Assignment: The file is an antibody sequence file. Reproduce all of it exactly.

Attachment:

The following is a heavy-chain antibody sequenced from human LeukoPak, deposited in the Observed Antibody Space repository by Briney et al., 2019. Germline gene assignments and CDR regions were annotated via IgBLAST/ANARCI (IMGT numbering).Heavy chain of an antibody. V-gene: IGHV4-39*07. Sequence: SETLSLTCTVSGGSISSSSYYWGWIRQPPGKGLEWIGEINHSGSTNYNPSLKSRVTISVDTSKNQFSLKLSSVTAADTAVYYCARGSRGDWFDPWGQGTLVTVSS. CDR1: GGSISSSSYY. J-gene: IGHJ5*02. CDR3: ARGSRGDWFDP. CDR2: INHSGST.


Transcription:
The following is a heavy-chain antibody sequenced from human LeukoPak, deposited in the Observed Antibody Space repository by Briney et al., 2019. Germline gene assignments and CDR regions were annotated via IgBLAST/ANARCI (IMGT numbering).Heavy chain of an antibody. V-gene: IGHV4-39*07. Sequence: SETLSLTCTVSGGSISSSSYYWGWIRQPPGKGLEWIGEINHSGSTNYNPSLKSRVTISVDTSKNQFSLKLSSVTAADTAVYYCARGSRGDWFDPWGQGTLVTVSS. CDR1: GGSISSSSYY. J-gene: IGHJ5*02. CDR3: ARGSRGDWFDP. CDR2: INHSGST.